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Can community colleges learn from for-profits?

When community college students drop out, they lose future earnings and taxpayers lose their investment in the heavily subsidized system, write Mark Schneider and Lu Michelle Yin in a Los Angeles Times commentary. Raising graduation rates would raise graduates’ earnings and income tax revenues. But how?

 One important step to reducing the number of dropouts would be to streamline remediation programs so that students can more quickly get to a level where the classes they take earn them college credits.

Expanding online courses would let instructors reach more students, allow courses to start  “any day of any week and any week of the year” and lower costs, they add.

Another way to reduce the number of dropouts would be to replace a system that awards degrees based on “seat time” with a system that rewards subject mastery. This would allow students to move at their own pace through a course of study, progressing from one concept to the next after passing assessment tests. Competency-based models would allow for the certification of prior learning, speeding time to graduation.

Finally, community colleges should learn from for-profit institutions, which are “leading the way in developing innovative online learning platforms and redefining an approach to curriculum development and faculty training to encourage uniformity in instruction across multiple sites and instructors,” Schneider and Yin writes. Graduation rates at two-year for-profit institutions are almost three times higher than at community colleges.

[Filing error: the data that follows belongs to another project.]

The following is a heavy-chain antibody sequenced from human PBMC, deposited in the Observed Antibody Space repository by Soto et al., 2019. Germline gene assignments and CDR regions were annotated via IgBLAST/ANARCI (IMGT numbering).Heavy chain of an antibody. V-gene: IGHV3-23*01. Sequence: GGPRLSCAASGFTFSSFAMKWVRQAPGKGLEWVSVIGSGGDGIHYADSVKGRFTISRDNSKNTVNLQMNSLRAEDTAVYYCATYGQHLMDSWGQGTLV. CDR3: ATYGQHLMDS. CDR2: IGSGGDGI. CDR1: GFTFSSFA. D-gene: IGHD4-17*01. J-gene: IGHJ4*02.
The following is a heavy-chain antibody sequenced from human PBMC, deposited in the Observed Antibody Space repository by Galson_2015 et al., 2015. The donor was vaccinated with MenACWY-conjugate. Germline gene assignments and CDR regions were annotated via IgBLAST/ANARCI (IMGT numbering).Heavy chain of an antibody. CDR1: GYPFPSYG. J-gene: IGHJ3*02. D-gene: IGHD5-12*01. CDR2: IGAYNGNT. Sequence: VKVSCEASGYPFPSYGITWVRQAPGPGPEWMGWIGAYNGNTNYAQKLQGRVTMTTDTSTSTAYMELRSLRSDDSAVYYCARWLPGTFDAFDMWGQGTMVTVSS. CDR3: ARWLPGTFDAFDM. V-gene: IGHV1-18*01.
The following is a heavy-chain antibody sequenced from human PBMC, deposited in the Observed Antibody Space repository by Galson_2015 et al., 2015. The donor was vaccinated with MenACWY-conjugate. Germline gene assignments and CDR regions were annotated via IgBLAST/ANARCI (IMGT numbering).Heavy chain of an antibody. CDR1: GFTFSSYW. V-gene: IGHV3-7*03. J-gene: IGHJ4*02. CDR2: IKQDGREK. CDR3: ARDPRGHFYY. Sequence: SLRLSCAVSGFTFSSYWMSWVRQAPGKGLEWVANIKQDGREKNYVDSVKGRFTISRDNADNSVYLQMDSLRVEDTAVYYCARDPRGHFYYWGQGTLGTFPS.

For-profits aren’t a model, responds Daniel LaVista, chancellor of the Los Angeles Community College District, who complains that for-profit colleges charge much more than community colleges, burdening students with debt. (Of course. For-profit colleges are funded entirely by tuition, while community colleges are funded primarily by taxpayers.)

But LaVista doesn’t offer an opinion on whether community colleges could learn anything useful from for-profit colleges’ approach to online learning, curriculum development or faculty training and compensation.

Career colleges place students in the courses needed to reach their goals with no waiting and no wandering through electives. Many, many more students earn a certificate or associate degree. Nothing to learn or even discuss?